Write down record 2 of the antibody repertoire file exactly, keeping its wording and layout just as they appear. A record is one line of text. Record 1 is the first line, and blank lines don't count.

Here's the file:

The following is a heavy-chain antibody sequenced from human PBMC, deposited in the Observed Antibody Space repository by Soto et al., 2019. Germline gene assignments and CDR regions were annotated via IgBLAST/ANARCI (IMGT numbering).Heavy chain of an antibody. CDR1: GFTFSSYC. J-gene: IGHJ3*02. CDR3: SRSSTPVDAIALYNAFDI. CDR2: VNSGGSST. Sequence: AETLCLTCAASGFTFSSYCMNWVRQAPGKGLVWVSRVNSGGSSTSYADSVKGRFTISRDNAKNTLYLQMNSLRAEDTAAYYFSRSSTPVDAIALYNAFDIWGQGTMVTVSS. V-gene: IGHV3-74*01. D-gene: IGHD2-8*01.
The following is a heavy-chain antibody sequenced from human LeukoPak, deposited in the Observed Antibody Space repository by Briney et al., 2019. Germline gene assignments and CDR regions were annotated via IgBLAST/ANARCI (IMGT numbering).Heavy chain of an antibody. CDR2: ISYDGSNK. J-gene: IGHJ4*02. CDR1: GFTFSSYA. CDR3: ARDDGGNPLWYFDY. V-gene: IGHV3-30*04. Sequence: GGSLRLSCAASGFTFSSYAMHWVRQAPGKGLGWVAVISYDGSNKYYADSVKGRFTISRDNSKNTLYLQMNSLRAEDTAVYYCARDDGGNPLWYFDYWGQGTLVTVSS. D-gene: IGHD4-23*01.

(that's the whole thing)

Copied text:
The following is a heavy-chain antibody sequenced from human LeukoPak, deposited in the Observed Antibody Space repository by Briney et al., 2019. Germline gene assignments and CDR regions were annotated via IgBLAST/ANARCI (IMGT numbering).Heavy chain of an antibody. CDR2: ISYDGSNK. J-gene: IGHJ4*02. CDR1: GFTFSSYA. CDR3: ARDDGGNPLWYFDY. V-gene: IGHV3-30*04. Sequence: GGSLRLSCAASGFTFSSYAMHWVRQAPGKGLGWVAVISYDGSNKYYADSVKGRFTISRDNSKNTLYLQMNSLRAEDTAVYYCARDDGGNPLWYFDYWGQGTLVTVSS. D-gene: IGHD4-23*01.